Revenue Note for Guidance
A double deduction is allowed, as an expense in computing the profits or gains of a trade or profession, for rent paid on certain premises in designated areas (but not designated streets) or enterprise areas. The relief is also available in respect of rent paid for multi-storey car parks which qualify for capital allowances under section 344. However, in this case the qualifying period which is applicable for the relief is not that which is defined in section 344. Instead it is defined separately in this section.
Broadly, the relief is available only where a bona fide commercial lease is entered into in the qualifying period or within the period of 1 year commencing on the day after the end of that period and where the lessee is not connected with the lessor. The relief is available for a maximum rental period in respect of any one qualifying premises of 10 years taking into account all lease periods in respect of the premises under qualifying leases.
(1) “qualifying lease” is a lease in respect of a qualifying premises granted on bona fide commercial terms to a lessee who is not connected with the lessor or with any other person who is entitled to a rent in respect of the premises under that lease or any other lease. The lease must be entered into in the qualifying period or within the period of 1 year commencing on the day after the end of that period.
As regards enterprise areas, leases will be qualifying leases only if —
As regards “airport” enterprise areas described in an order referred to in section 340(2)(i) – the leases cannot qualify.
“qualifying premises” is a building or structure which is let on bona fide commercial terms and which is —
However, in any case where the title to capital allowances is based on expenditure incurred on refurbishment, the building, structure or premises is not treated as a qualifying premises unless the refurbishment expenditure amounts to not less than 10 per cent of the market value (defined in section 339) of the building, structure or premises before its refurbishment.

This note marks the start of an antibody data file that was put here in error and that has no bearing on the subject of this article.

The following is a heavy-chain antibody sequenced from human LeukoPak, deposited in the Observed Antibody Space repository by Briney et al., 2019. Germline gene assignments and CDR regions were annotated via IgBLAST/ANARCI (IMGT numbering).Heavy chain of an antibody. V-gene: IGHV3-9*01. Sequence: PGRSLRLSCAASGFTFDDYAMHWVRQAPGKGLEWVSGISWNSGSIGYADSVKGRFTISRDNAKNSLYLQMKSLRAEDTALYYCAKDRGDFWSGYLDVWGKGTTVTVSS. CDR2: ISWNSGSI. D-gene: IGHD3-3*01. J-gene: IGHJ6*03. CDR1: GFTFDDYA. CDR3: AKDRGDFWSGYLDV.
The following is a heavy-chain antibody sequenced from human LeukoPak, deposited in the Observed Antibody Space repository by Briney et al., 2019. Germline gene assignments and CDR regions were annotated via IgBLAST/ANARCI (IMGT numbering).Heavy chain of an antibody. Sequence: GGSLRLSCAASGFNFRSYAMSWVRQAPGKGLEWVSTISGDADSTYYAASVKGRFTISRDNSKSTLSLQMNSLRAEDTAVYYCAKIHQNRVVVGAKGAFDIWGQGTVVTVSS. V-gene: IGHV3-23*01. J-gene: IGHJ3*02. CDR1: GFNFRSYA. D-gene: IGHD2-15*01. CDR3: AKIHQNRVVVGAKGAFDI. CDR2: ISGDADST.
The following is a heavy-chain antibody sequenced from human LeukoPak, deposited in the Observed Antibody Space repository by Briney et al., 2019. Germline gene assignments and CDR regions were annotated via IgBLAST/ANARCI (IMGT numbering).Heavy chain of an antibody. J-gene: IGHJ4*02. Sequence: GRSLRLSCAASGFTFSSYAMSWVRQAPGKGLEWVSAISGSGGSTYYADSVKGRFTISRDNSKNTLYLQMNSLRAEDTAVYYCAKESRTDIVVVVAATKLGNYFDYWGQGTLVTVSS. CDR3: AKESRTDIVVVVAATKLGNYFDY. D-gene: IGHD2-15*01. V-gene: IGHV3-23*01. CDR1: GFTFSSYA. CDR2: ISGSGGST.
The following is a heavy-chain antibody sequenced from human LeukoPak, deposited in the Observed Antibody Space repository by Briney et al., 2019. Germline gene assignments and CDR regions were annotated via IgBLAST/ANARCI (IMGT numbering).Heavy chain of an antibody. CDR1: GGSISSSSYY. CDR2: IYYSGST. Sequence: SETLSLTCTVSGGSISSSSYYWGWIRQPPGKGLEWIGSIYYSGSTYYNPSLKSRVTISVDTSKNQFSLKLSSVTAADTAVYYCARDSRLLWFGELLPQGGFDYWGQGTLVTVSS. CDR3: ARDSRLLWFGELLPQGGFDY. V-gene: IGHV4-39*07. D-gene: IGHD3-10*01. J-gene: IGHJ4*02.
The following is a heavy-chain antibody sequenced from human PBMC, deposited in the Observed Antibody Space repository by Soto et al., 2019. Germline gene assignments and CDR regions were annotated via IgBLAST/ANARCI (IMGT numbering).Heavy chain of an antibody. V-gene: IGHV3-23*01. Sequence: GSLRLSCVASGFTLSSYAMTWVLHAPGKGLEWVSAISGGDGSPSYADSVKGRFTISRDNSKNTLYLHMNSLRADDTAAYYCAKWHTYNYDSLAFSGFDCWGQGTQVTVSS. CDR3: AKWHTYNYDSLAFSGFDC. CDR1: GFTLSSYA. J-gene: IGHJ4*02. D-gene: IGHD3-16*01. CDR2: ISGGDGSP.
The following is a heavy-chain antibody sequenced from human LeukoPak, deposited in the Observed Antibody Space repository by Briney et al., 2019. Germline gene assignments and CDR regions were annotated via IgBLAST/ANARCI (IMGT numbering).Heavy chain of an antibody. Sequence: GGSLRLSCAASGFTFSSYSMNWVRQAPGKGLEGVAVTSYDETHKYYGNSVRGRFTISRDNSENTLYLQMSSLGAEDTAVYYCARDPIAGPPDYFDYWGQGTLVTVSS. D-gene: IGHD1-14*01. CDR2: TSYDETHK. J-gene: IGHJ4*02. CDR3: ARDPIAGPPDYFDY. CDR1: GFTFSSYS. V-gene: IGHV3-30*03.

(1A) As regards multi-storey car parks, “qualifying period”, for the purposes of section 345, is the period from 1 August, 1994 to—
(2) The maximum period for which the double rent allowance is available is 10 years in respect of any one premises. If a person enters into a qualifying lease in respect of a qualifying premises, all previous periods for which rent was payable in respect of the premises under a qualifying lease are taken into account in establishing the period of entitlement to the double allowance. Thus, for example, if a previous tenant had claimed a double rent allowance for a period of 4 years in respect of rent paid for the premises, the maximum period for which the double rent allowance would be available to a new tenant would be 6 years.
(3) A person who is carrying on a trade or profession in a qualifying premises under a qualifying lease and who is entitled, in computing the profits or gains of the trade or profession, to a deduction for rent paid in respect of the premises for any period for which the relief under this section is available (see subsection (2)) is entitled to a further equivalent deduction, thereby giving a double allowance. In the case of a qualifying lease granted on or after 21 April, 1997, the double allowance is not given where the rent is payable to a connected person.